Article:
What Is Volunteeraholism?
Volunteers are by nature an ambitious lot, which is obviously great for the organizations who rely on their generosity to get work done. But an occupational hazard to which volunteers often succumb is volunteer-a-holism. Like its cousin, workaholism, this affliction starts off quite innocuously but can start doing harm long before the victim is even aware of it.
In my career, I’ve seen this in many incarnations. As a teacher, I’ve worked with young and ambitious students who bit off more than they could chew, ignored advice about balancing their lives, and completely burned out half way through the school year. As a Civil Air Patrol Deputy Squadron Commander, I’ve seen volunteers making their volunteering a higher priority than their families and friendships, with obvious and unfortunate consequences. As an Assistant Stage Manager, I’ve seen volunteer actors neglect their own physical well-being, so that by the time rehearsals finished and the show was in production, they were already drained to tears. I’ve seen recent retirees filling their newfound time with volunteering and becoming even more time-crunched than they were when working.
Perhaps you’ve seen these things too. Perhaps you see it in yourself. I know that I have certainly fallen victim to volunteeraholism in my earlier years, although I’d like to say that I’ve matured and learned how to avoid it.
How To Encourage Life Balance In Your Volunteer Organization
This article is not about how to maintain balance in your own life. It’s about how you as a leader can help make sure it doesn’t happen to people in your organization. Because if it does, it’s your organization that becomes less effective. The following three tactics have worked well for me, and they may work well for you too.
Encourage others to delegate
As a leader, you’ve learned that you can’t do everything yourself, but the volunteers that you are guiding may not have learned this yet. When I give someone a task and I know that there is extra bandwidth in our groups, I explicitly say that they should find someone else to help. Sometimes I even suggest specific people that would be a good match for the project.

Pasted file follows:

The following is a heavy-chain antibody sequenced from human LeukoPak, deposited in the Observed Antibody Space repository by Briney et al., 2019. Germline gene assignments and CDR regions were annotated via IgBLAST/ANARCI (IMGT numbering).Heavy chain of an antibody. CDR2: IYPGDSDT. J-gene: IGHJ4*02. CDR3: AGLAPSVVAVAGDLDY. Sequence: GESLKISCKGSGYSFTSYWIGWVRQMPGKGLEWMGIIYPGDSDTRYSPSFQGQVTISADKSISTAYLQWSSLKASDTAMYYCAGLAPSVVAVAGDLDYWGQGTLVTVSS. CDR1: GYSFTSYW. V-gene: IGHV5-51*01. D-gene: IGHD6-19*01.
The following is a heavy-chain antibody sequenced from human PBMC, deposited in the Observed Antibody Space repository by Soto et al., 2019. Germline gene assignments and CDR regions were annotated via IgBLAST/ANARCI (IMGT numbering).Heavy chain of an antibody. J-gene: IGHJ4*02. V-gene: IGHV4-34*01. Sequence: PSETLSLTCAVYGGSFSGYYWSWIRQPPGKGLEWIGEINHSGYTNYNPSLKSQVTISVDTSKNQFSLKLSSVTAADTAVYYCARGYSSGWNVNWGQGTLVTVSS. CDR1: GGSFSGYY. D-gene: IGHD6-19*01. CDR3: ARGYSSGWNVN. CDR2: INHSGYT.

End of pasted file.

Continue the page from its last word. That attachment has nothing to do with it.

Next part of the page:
Just because someone is in charge of fundraising, for example, doesn’t mean that they personally need to do all of the fundraising themselves. It only means that they are responsible for making sure the fundraising gets done.
You might need to help your volunteers do this at first. But eventually, they will learn how to recruit help and organize projects on their own.
Be respectful of other people’s schedules
If you are meeting on a Thursday and tell your group that they need to be at a fundraiser on Saturday, eager volunteers will probably sign up and do it out of a sense of obligation. But what they won’t tell you is that they are probably sacrificing personal plans in order to do so. If this becomes a habit, it might develop into volunteeraholism.
Watch out for yes men
If you have one rockstar go-to person who you can count on to do everything, watch out, because that person will probably burn out in a couple of months. And then who will you go to? Spread the work load.
I’d love to hear from you if you have other ideas or comments about this issue. Discuss on Facebook.
Photo credit: http://www.flickr.com/photos/eldret_99/3272654282/sizes/m/in/photolist-5Zcd6Q-8EsByj-ftYRyT-8EsBSN-5mCeEx-ejMXJG-cjQQv5-27d6E-aLc1Di-ec5xA9-g5XBR-dVGJ6R-6DAxQX-7zjzGn-6N2UGm-FsQnm-aPTcmF-a4sjCA-6z3Aij-2mVTp-iiiD3-8E3DBx-53fsuF-6wC2EX-9wCbVN-8JL1x7-6xxq8D-yLgLu-r3GNN-b1cZd6-5EHxcV-fEkq3t-8TYo2u-64zALW-6Mvumq-akUof-8dHPeg-8mHWEo-hcjTD-fUWpHW-7xSS3-6o8Sr-7tFEaE-bgWnGF-4vJjHy-dBBCJ-6xdpfM-7qzzDM-8xhVxK-7Wn5sA-5HBbkC/
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